PaperCity Magazine

March 2019- Houston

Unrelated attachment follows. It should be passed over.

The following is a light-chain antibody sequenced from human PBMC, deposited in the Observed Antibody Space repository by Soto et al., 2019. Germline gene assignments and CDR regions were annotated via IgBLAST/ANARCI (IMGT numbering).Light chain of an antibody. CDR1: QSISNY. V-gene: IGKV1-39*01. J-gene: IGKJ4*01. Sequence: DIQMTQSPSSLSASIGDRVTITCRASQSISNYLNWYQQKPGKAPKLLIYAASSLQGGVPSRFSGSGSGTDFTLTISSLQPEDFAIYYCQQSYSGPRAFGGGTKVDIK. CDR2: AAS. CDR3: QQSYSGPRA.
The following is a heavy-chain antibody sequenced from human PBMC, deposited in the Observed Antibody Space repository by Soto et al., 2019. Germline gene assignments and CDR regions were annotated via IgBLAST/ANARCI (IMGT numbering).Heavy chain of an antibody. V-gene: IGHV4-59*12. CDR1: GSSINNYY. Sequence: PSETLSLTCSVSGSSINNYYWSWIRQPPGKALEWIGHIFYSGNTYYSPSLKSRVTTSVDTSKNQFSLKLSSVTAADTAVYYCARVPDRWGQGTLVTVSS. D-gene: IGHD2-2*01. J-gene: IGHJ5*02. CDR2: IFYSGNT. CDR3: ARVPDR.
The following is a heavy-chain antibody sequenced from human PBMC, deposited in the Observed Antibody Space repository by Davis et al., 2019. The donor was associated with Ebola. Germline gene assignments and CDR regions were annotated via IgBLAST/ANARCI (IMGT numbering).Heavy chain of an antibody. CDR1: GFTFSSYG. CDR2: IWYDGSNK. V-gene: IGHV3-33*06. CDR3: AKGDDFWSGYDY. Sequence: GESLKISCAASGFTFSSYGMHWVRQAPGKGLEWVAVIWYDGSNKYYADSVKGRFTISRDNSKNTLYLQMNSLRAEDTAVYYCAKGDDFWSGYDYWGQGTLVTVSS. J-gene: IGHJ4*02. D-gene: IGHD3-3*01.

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44 C all Temple St. Clair a jewelry designer, and she says, "I am still learning to be a jewelry designer, but I am a storyteller." Both the jewelry industry and one of the world's most vaunted museums disagree with her — in their eyes she is a jewelry designer of the highest order. Last year, the curators of the Decorative Arts museum at the Louvre selected one of her pendant necklaces for the permanent collection. St. Clair is one of only three American artists, the only female artist, and the only living artist to receive such an honor. "Louis Comfort Tiffany and Alexander Calder [the other two Americans in the Decorative Arts museum at the Louvre] are two of my great heroes in the world of jewelry and decorative arts," she says. "It is an unimaginable honor to be considered anywhere near the aura of those greats." The road to the Louvre began in 2015 when she debuted her Mythical Creatures collection, the first chapter of The Golden Menagerie, at the Musée des Art Décoratifs at the Louvre. After the exhibition, the museum curators sought one of her pieces for the permanent collection. "They chose my Tolomeo pendant not only for its engineering and craftsmanship but because it embodies the universal storytelling that is so central to my work," she says. "The Tolomeo pendant represents the Ptolemaic hypothesis. Around AD 150, the astronomer Ptolemy theorized that the earth was the center of the universe. The pendant illustrates that theory in 18K gold and multicolor sapphires in rotating planetary orbits. Each ring is engraved in Latin, indicating the order of the planets as Ptolemy believed them to be. The spheres are also engraved with the astrological glyphs and symbols of the zodiac. Astronomy and astrology were equally respected during Ptolemy's era." It is St. Clair's unwavering quest for knowledge and spirituality and her storytelling prowess that make her work so fascinating. She grew up in Virginia. "I climbed trees, combed beaches, and observed wild creatures for hours, imagining myself to be part of a native tribe that believed there were spirits in the rocks and trees," she says. "I collected shells and beads that I would string together to wear around my neck, wrists, and ankles. That, combined with being brought up in a family that loved art, architecture, history and travel, set a creative foundation for me." After receiving a Bachelor's in Italian Studies and a Master's in Italian Renaissance Literature, St. Clair was living in Florence where she set upon finding a craftsman to set an ancient coin into a necklace. Thus began her collaboration with the centuries-old Florentine goldsmiths' guild. "As a young American woman, it was difficult to break into the world of the Florentine artisans even though I spoke their language. But once accepted, they've become family," St. Clair says. That same year, Barneys New York took notice of her jewelry, TEMPLE of HER ANNE LEE PHILLIPS TAKES A LOOK AT A NATURAL STORYTELLER, JEWELRY DESIGNER TEMPLE ST. CLAIR. Temple St. Clair Dynasty fringe necklace, at Deutsch Houston Temple St. Clair wearing the rock crystal amulet, one of the first jewels she designed.

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